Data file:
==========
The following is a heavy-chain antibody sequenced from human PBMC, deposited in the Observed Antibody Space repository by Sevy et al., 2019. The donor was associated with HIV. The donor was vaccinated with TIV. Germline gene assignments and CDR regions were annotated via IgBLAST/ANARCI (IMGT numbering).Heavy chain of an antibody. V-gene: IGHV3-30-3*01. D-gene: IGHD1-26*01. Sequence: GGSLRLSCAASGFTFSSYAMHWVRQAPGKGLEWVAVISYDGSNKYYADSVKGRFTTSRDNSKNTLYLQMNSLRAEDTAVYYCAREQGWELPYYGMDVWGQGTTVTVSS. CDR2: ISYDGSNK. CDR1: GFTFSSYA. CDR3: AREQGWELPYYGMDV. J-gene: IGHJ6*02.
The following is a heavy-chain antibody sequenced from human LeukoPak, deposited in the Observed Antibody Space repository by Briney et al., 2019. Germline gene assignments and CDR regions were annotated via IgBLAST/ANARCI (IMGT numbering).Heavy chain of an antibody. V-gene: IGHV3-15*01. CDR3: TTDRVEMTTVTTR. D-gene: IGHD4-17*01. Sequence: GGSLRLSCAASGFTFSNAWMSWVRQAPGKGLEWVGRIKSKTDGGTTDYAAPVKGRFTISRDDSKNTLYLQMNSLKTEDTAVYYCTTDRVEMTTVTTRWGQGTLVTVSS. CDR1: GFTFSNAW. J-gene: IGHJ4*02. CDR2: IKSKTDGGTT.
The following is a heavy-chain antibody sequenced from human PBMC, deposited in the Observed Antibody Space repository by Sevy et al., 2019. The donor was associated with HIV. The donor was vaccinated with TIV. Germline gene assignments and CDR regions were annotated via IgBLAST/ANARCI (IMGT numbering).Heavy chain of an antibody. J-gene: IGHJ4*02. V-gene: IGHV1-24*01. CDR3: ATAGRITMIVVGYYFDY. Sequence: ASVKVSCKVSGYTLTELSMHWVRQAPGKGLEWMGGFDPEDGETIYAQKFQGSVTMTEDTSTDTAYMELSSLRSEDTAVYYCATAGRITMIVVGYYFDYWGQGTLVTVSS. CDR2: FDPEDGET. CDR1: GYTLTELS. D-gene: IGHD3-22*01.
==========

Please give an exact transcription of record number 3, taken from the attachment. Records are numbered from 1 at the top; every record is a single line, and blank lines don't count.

The following is a heavy-chain antibody sequenced from human PBMC, deposited in the Observed Antibody Space repository by Sevy et al., 2019. The donor was associated with HIV. The donor was vaccinated with TIV. Germline gene assignments and CDR regions were annotated via IgBLAST/ANARCI (IMGT numbering).Heavy chain of an antibody. J-gene: IGHJ4*02. V-gene: IGHV1-24*01. CDR3: ATAGRITMIVVGYYFDY. Sequence: ASVKVSCKVSGYTLTELSMHWVRQAPGKGLEWMGGFDPEDGETIYAQKFQGSVTMTEDTSTDTAYMELSSLRSEDTAVYYCATAGRITMIVVGYYFDYWGQGTLVTVSS. CDR2: FDPEDGET. CDR1: GYTLTELS. D-gene: IGHD3-22*01.